HOLDEN – SAD 63 wants pupils to become more knowledgeable about the democratic process.
Schools in Holden, Eddington and Clifton have embarked upon a new citizenship education pilot project that seeks to strengthen the focus on current events, ethics and service learning, among other things, Gary Gonyar, principal of Holbrook School in Holden, said last week.
“What we’re looking to do is to increase students’ awareness about government, the history of our country, and democracy in general,” he said.
Another goal is to involve more pupils in the educational decisions made by the district, he said.
“We want to give them more of a voice,” he said.
The new project is supported by the Maine Department of Education, the State Board of Education, the Institute for Global Ethics and the Mitchell Institute’s Great Maine Schools Project. Also involved is KIDS Consortium, a Lewiston-based organization that works with schools on service learning projects in which students address real challenges faced by their communities.
Gonyar said the district already has taken a step forward in the civics education initiative by inviting two middle school pupils to serve as nonvoting members of the SAD 63 board of directors. Two other pupils will serve on the district’s technology committee.
SAD 22 in Hampden also recognized the vital role that students can play on school boards. Last summer, Hampden Academy junior Anjelica Davenport, 16, joined the board as a nonvoting student representative.
Looking to obtain information about how school districts can create “more systematic approach to civics,” Gonyar said he and three Holbrook teachers recently attended a conference organized by the Maine Task Force on Citizenship Education.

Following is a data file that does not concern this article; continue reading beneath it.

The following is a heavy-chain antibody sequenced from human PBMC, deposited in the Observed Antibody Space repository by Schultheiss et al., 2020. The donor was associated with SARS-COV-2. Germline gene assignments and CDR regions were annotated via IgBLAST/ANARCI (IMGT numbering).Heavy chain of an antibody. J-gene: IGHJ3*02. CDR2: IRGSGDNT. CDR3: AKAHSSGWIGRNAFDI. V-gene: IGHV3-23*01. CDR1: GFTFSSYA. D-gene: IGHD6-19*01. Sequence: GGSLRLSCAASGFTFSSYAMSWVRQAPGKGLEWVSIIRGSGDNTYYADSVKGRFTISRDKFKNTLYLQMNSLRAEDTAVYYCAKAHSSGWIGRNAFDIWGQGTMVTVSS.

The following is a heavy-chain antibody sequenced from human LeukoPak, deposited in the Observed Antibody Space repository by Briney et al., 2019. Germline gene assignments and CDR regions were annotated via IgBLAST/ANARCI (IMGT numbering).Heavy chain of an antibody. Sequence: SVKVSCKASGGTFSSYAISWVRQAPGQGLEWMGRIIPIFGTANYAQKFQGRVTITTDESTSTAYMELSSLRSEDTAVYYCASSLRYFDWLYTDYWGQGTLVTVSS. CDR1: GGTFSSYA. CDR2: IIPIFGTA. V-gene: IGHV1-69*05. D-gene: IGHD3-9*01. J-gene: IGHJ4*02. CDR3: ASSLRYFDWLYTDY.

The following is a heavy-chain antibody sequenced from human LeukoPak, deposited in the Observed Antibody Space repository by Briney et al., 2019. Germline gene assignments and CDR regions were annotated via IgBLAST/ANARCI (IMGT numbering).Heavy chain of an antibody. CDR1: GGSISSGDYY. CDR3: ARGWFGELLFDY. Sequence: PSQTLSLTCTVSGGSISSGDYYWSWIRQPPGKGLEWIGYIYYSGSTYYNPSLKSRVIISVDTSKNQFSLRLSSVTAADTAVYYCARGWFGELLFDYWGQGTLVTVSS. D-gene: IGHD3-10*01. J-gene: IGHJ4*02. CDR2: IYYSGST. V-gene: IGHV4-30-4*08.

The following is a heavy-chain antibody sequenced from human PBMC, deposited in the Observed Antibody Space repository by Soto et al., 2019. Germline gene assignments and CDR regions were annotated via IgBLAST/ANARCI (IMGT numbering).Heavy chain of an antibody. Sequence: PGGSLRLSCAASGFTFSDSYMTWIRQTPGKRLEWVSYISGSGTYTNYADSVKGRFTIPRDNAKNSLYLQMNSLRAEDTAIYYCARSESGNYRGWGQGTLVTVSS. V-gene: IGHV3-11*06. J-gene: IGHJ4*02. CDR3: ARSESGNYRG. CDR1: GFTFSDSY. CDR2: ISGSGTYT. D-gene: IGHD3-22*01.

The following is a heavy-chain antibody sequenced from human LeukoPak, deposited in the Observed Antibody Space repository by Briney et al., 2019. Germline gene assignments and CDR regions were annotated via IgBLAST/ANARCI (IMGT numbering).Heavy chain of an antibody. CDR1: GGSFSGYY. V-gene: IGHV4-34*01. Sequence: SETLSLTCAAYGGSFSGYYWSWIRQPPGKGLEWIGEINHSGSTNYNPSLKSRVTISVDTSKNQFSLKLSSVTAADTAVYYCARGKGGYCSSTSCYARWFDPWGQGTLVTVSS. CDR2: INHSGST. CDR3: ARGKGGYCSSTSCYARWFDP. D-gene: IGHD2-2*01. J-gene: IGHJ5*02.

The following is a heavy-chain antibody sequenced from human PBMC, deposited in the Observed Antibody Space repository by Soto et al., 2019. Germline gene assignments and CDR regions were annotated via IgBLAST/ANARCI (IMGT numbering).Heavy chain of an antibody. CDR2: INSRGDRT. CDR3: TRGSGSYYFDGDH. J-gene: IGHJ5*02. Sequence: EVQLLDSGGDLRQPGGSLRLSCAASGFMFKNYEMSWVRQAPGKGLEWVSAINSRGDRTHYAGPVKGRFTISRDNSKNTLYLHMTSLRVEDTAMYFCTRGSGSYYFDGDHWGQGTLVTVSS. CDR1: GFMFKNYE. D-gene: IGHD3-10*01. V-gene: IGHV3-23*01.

SAD 63 was one of 10 districts in the state invited to attend the Phippsburg gathering, according to the principal who was accompanied by teachers Michele Archambault, Wendy Briggs and Kate Kennedy.
The district was asked to participate because of its experience in service learning, Gonyar said.
“That’s what really got people interested in our district as a pilot site,” he said. “We already have a strong tie-n with the community and service learning.”
The first step is to establish a civics learning steering committee with teachers, administrators, students and community residents, he said.
Committee members will look at civics education classes and initiatives already in place, “and then we’ll come up with a plan on how we can improve that,” he said. Any curriculum changes would begin next September.
Gonyar said he envisions classroom discussions about the civil rights movement, space exploration and the Cold War.
While younger pupils could discuss what they know about their communities, the older ones could examine how the U.S. democratic structure compares with governments in ancient civilizations, as well as how youngsters could play more of a role in educational decision making.
“Students need to know more about how to be active, informed and involved citizens,” Gonyar said.